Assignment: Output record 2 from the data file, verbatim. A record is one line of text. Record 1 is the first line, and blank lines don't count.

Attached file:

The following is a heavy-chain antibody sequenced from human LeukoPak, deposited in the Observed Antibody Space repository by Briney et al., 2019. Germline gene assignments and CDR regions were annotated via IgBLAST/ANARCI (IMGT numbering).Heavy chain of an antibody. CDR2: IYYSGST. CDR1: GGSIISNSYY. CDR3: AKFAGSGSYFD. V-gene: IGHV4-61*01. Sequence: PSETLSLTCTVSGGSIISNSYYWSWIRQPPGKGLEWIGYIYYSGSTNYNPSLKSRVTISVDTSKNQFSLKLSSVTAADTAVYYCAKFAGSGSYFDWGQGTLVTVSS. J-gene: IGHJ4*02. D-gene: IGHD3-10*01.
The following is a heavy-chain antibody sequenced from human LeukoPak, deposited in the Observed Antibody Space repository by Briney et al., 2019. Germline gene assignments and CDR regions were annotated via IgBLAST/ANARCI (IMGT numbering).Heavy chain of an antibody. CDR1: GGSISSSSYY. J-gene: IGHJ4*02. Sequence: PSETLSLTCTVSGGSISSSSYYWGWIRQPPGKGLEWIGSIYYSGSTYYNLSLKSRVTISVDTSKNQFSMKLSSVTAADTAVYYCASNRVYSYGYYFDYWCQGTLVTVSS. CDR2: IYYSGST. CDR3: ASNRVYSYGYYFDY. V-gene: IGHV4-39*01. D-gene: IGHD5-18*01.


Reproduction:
The following is a heavy-chain antibody sequenced from human LeukoPak, deposited in the Observed Antibody Space repository by Briney et al., 2019. Germline gene assignments and CDR regions were annotated via IgBLAST/ANARCI (IMGT numbering).Heavy chain of an antibody. CDR1: GGSISSSSYY. J-gene: IGHJ4*02. Sequence: PSETLSLTCTVSGGSISSSSYYWGWIRQPPGKGLEWIGSIYYSGSTYYNLSLKSRVTISVDTSKNQFSMKLSSVTAADTAVYYCASNRVYSYGYYFDYWCQGTLVTVSS. CDR2: IYYSGST. CDR3: ASNRVYSYGYYFDY. V-gene: IGHV4-39*01. D-gene: IGHD5-18*01.